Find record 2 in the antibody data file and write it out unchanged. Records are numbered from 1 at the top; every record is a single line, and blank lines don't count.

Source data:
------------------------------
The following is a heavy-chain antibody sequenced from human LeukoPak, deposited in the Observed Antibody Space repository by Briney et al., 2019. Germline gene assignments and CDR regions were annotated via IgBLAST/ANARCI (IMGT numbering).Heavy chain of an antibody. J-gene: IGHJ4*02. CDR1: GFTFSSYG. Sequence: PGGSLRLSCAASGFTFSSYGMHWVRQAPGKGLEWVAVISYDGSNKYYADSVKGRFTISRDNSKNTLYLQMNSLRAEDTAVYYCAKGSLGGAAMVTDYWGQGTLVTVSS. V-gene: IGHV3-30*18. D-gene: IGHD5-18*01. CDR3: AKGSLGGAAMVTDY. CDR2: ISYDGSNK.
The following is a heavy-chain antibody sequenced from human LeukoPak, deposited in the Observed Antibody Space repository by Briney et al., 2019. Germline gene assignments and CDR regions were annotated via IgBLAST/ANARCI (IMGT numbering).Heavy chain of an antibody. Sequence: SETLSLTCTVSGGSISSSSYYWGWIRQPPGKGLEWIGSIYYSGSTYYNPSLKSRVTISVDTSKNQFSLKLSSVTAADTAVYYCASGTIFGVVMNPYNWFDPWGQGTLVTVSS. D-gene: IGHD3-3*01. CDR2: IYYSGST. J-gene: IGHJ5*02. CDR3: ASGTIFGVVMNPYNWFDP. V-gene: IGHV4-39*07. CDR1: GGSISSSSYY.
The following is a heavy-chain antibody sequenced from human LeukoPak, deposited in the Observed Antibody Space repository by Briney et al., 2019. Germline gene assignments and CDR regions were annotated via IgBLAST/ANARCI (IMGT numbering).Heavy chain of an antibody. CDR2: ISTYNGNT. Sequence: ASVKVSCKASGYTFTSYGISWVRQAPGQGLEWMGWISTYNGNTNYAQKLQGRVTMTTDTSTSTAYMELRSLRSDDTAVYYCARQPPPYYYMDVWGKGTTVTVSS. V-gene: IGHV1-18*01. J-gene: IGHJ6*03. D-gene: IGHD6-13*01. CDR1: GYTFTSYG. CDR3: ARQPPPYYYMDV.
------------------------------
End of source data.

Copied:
The following is a heavy-chain antibody sequenced from human LeukoPak, deposited in the Observed Antibody Space repository by Briney et al., 2019. Germline gene assignments and CDR regions were annotated via IgBLAST/ANARCI (IMGT numbering).Heavy chain of an antibody. Sequence: SETLSLTCTVSGGSISSSSYYWGWIRQPPGKGLEWIGSIYYSGSTYYNPSLKSRVTISVDTSKNQFSLKLSSVTAADTAVYYCASGTIFGVVMNPYNWFDPWGQGTLVTVSS. D-gene: IGHD3-3*01. CDR2: IYYSGST. J-gene: IGHJ5*02. CDR3: ASGTIFGVVMNPYNWFDP. V-gene: IGHV4-39*07. CDR1: GGSISSSSYY.